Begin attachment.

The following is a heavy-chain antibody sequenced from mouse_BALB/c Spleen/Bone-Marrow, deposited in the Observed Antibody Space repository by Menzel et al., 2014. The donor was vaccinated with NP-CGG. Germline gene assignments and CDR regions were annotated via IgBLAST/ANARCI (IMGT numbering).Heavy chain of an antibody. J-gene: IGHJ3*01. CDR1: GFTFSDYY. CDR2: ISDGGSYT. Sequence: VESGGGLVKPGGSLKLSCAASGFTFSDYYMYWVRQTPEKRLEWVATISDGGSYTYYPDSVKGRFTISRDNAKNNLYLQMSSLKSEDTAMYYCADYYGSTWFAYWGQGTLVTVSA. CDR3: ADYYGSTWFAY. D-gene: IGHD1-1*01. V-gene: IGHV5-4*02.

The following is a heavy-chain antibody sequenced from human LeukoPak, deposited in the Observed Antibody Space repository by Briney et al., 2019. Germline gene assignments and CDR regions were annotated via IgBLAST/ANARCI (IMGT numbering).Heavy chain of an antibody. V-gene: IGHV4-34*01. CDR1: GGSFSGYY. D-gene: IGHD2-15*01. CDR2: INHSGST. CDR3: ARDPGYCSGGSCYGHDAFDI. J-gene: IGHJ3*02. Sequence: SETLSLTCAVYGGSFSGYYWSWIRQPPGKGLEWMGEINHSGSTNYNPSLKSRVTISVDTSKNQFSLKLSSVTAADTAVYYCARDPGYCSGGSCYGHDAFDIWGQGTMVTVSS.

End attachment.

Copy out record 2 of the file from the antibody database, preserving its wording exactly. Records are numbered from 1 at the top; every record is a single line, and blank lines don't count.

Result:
The following is a heavy-chain antibody sequenced from human LeukoPak, deposited in the Observed Antibody Space repository by Briney et al., 2019. Germline gene assignments and CDR regions were annotated via IgBLAST/ANARCI (IMGT numbering).Heavy chain of an antibody. V-gene: IGHV4-34*01. CDR1: GGSFSGYY. D-gene: IGHD2-15*01. CDR2: INHSGST. CDR3: ARDPGYCSGGSCYGHDAFDI. J-gene: IGHJ3*02. Sequence: SETLSLTCAVYGGSFSGYYWSWIRQPPGKGLEWMGEINHSGSTNYNPSLKSRVTISVDTSKNQFSLKLSSVTAADTAVYYCARDPGYCSGGSCYGHDAFDIWGQGTMVTVSS.